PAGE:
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People Hurt by an Intoxicated Person May be Able to Sue Under the State’s Dram Shop Laws

DramShop

There are a number of consequences that can come from having too much to drink at a bar or other establishment. A person could get into an accident on the way home and, if the crash is severe enough, could even injure someone or kill them. When this happens, many drivers think that they are the only negligent party, but that is not true. In Pennsylvania, there are dram shop laws that state that establishments that serve alcohol have certain responsibilities as well, and when they do not fulfill them, they can also be held liable.

What are Dram Shop Laws?

Dram shop laws are personal injury laws that hold bars, restaurants, nightclubs, and other establishments that serve alcohol liable when they over-serve their guests and that over-serving results in an accident that causes injuries. The term ‘dram shop’ comes from Britain, where historically gin was served by the spoonful. The term ‘dram’ means spoonful.

In Pennsylvania, the dram shop laws of the state allow injured individuals to hold establishments liable for paying them compensation when the accident was caused by over-serving an intoxicated person. The dram shop laws of the state include a number of other infractions, as well. These include serving alcohol to a minor, serving alcohol after hours, and serving alcohol without a license.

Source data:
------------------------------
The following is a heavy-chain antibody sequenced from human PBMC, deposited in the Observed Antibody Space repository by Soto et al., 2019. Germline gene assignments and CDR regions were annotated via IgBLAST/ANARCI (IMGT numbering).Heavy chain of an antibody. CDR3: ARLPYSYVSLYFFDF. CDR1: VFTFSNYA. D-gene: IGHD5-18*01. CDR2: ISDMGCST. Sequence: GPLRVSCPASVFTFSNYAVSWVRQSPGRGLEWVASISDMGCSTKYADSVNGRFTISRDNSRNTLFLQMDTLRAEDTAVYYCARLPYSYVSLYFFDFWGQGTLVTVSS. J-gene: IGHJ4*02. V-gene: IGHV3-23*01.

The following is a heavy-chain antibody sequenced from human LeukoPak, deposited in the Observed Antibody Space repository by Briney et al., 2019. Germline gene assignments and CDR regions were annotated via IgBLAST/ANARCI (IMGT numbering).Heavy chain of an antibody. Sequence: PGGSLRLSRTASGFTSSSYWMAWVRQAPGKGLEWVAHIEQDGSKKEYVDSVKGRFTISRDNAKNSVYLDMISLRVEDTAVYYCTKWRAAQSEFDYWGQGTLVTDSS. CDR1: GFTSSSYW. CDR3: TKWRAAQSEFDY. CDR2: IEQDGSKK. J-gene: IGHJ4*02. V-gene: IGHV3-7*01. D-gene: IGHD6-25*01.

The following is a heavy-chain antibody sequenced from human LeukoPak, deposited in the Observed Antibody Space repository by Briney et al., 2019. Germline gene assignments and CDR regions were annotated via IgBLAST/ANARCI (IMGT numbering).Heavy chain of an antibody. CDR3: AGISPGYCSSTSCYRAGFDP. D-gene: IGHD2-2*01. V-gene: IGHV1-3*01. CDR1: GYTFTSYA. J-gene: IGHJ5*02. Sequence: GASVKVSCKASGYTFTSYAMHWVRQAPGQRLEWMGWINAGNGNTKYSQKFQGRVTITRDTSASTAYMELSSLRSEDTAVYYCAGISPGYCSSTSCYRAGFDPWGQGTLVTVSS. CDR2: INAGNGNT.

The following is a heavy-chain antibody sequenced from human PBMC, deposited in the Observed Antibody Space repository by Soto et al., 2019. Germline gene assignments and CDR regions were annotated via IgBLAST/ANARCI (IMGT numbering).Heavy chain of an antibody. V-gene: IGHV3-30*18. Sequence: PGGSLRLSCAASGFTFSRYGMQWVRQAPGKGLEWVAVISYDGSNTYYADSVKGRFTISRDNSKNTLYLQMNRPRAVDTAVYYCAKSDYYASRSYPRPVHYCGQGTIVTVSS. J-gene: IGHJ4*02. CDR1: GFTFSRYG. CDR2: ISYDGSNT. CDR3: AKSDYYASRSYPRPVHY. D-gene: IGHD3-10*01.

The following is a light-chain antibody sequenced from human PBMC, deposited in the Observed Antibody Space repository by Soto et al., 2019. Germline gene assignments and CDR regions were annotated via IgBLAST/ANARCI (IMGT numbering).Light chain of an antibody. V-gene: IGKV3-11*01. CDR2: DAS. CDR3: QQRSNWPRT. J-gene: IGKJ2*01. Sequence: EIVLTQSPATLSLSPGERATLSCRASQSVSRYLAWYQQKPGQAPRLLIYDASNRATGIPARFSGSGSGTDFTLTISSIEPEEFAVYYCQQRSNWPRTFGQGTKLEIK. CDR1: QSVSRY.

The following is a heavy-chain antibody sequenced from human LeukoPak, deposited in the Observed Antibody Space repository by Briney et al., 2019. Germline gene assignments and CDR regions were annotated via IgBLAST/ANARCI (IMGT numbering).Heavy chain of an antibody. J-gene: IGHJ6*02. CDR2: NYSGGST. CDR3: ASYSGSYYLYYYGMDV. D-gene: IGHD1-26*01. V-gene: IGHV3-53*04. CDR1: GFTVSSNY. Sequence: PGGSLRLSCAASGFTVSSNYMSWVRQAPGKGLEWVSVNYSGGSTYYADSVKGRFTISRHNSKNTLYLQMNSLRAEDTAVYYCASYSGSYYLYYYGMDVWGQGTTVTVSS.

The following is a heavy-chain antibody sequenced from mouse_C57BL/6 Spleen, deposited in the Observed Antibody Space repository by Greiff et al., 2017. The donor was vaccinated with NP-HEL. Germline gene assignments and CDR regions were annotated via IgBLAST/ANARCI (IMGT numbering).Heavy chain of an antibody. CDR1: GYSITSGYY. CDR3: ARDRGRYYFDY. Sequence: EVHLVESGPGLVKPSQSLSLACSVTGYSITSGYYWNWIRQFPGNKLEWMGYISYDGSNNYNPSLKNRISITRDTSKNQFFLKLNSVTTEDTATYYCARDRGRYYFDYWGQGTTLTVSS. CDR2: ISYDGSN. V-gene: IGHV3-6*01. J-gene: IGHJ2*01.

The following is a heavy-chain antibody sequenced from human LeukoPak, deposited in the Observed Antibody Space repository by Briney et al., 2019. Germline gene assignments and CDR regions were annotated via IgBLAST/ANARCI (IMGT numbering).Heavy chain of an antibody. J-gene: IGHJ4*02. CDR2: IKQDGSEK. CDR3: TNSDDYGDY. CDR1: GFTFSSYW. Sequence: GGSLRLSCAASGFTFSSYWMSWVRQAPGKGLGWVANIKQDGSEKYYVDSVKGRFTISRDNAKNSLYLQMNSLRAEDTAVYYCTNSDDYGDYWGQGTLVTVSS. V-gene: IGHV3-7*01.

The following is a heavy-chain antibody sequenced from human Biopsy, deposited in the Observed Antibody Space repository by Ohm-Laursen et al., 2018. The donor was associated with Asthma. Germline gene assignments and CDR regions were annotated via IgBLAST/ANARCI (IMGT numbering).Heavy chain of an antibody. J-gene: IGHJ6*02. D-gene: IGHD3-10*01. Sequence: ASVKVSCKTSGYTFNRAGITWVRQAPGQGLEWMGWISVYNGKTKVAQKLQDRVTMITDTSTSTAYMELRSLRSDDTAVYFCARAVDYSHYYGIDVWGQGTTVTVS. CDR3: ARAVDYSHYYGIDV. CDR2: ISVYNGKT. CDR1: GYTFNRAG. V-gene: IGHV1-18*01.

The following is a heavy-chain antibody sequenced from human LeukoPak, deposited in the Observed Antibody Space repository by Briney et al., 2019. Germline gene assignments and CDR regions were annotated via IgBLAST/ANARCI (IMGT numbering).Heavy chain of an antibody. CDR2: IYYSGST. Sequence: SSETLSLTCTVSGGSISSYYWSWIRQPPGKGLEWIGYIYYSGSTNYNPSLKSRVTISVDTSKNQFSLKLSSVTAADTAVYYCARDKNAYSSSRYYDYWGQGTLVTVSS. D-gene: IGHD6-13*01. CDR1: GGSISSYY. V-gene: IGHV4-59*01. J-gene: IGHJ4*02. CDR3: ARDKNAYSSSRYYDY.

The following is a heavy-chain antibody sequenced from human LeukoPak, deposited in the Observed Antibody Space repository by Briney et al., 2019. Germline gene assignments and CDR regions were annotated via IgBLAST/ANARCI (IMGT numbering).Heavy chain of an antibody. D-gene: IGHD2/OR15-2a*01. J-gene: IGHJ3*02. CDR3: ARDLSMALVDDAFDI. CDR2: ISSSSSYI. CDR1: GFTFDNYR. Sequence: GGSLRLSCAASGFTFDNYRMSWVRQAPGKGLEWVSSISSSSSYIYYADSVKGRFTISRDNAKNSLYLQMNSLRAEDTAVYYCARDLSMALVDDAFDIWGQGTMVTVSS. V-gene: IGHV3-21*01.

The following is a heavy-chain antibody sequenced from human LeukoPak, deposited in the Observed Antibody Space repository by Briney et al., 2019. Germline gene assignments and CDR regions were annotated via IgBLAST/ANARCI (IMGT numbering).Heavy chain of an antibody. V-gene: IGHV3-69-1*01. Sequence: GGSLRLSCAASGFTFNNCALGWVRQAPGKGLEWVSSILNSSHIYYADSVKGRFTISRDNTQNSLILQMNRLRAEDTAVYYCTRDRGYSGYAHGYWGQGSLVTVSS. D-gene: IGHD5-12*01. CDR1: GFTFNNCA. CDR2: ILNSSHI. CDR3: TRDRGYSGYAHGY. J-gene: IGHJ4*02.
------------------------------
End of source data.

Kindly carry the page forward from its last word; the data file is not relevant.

Pennsylvania’s dram shop laws do not only apply to motor vehicle accidents, either. Any injuries that result from a person being served too much alcohol can result in a lawsuit against the dram shop that provided the alcohol. For example, if a customer of a bar is over-served and starts a fight that seriously injures another person, the injured individual can hold the bar liable.

Proving a Case Against a Dram Shop

To successfully pursue a case against an establishment that over-served alcohol to someone, injured victims must prove certain elements of their claim. They must first prove that a person that worked for an establishment served alcohol to someone that was visibly intoxicated. This can mean that the person served had bloodshot eyes, slurred speech, or showed other signs of intoxication.

Injured individuals must also prove that the establishment’s decision to over-serve another individual was the direct cause of their injuries. When an injured person can prove these elements of their case, they may be successful in pursuing a lawsuit against the bar, restaurant, nightclub, or other establishment.

Our Pennsylvania Personal Injury Lawyers can Help with Your Case

Although Pennsylvania has put dram shop laws into place to help protect injured individuals from others that were over-served, these cases are not easy to prove. At van der Veen, O’Neill, Hartshorn, and Levin, our Philadelphia personal injury lawyers can help with your claim and prove that an establishment was responsible for your injuries. If you have been injured by someone that was served when they were already intoxicated, call us at 215-515-6892 or contact us online to schedule a meeting with one of our attorneys.

https://www.mtvlaw.com/are-property-owners-required-to-clear-snow-and-ice-in-pennsylvania/

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